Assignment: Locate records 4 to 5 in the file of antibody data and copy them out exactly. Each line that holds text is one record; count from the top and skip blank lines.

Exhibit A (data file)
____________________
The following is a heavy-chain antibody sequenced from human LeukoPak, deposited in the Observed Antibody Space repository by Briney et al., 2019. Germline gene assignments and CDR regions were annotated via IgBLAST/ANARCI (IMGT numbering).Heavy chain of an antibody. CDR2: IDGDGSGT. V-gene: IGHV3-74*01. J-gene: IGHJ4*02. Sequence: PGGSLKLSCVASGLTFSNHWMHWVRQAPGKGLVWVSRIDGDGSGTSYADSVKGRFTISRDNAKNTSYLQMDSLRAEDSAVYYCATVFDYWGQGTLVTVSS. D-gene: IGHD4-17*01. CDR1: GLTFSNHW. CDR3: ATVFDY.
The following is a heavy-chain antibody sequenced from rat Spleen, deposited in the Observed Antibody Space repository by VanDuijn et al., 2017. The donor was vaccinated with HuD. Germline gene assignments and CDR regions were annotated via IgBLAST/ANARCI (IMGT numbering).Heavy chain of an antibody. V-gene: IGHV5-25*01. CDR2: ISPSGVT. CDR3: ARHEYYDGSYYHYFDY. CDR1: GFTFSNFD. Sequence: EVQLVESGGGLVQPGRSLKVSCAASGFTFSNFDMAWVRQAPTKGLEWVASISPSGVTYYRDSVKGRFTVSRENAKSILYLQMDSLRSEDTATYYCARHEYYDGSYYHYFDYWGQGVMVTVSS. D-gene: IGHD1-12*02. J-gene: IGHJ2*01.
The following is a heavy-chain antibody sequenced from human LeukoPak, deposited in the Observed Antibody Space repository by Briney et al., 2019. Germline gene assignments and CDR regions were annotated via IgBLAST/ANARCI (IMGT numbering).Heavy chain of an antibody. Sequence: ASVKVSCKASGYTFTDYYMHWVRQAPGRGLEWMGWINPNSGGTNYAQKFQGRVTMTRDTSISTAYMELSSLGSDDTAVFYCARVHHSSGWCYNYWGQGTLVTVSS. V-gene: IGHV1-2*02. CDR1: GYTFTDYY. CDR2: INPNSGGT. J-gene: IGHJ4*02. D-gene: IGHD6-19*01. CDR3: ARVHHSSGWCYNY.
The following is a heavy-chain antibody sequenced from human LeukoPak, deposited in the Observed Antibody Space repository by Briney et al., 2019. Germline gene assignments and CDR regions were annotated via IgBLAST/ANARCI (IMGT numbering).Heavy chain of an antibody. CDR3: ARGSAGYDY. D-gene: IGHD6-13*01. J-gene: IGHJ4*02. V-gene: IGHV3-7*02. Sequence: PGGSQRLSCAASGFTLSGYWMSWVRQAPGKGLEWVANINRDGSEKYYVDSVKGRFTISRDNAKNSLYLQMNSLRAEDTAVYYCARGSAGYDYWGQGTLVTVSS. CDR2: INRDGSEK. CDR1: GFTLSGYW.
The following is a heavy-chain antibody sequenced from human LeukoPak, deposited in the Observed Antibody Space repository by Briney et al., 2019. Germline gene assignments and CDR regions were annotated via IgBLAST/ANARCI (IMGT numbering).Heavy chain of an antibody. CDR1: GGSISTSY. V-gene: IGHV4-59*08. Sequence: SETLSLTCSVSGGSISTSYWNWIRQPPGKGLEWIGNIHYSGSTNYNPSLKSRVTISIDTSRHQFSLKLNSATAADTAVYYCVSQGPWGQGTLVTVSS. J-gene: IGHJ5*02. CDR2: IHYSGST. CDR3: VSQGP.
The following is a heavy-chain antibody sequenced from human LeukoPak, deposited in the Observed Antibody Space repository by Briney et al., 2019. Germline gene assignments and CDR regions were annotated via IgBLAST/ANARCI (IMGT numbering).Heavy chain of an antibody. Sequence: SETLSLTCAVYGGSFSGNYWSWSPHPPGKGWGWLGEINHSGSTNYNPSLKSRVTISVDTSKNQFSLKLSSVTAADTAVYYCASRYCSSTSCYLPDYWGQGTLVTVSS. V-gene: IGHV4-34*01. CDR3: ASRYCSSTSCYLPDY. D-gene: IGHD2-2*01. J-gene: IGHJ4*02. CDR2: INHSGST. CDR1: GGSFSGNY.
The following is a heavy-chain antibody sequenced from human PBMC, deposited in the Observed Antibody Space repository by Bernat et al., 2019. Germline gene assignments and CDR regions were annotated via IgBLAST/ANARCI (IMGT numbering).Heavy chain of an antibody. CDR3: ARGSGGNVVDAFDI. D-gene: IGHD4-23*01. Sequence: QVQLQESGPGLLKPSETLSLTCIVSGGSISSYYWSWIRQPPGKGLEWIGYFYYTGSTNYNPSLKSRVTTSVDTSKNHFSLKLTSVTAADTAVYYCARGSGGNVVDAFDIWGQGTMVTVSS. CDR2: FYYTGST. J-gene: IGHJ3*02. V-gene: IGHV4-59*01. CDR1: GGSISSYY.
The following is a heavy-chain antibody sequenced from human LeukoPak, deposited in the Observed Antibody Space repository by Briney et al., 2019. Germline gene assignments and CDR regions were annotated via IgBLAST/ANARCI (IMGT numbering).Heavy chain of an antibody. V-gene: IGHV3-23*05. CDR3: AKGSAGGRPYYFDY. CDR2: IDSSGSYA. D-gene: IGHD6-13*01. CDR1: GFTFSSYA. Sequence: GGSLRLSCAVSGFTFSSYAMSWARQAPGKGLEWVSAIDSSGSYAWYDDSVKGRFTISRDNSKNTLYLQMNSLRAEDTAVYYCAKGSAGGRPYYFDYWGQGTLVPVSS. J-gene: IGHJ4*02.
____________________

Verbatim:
The following is a heavy-chain antibody sequenced from human LeukoPak, deposited in the Observed Antibody Space repository by Briney et al., 2019. Germline gene assignments and CDR regions were annotated via IgBLAST/ANARCI (IMGT numbering).Heavy chain of an antibody. CDR3: ARGSAGYDY. D-gene: IGHD6-13*01. J-gene: IGHJ4*02. V-gene: IGHV3-7*02. Sequence: PGGSQRLSCAASGFTLSGYWMSWVRQAPGKGLEWVANINRDGSEKYYVDSVKGRFTISRDNAKNSLYLQMNSLRAEDTAVYYCARGSAGYDYWGQGTLVTVSS. CDR2: INRDGSEK. CDR1: GFTLSGYW.
The following is a heavy-chain antibody sequenced from human LeukoPak, deposited in the Observed Antibody Space repository by Briney et al., 2019. Germline gene assignments and CDR regions were annotated via IgBLAST/ANARCI (IMGT numbering).Heavy chain of an antibody. CDR1: GGSISTSY. V-gene: IGHV4-59*08. Sequence: SETLSLTCSVSGGSISTSYWNWIRQPPGKGLEWIGNIHYSGSTNYNPSLKSRVTISIDTSRHQFSLKLNSATAADTAVYYCVSQGPWGQGTLVTVSS. J-gene: IGHJ5*02. CDR2: IHYSGST. CDR3: VSQGP.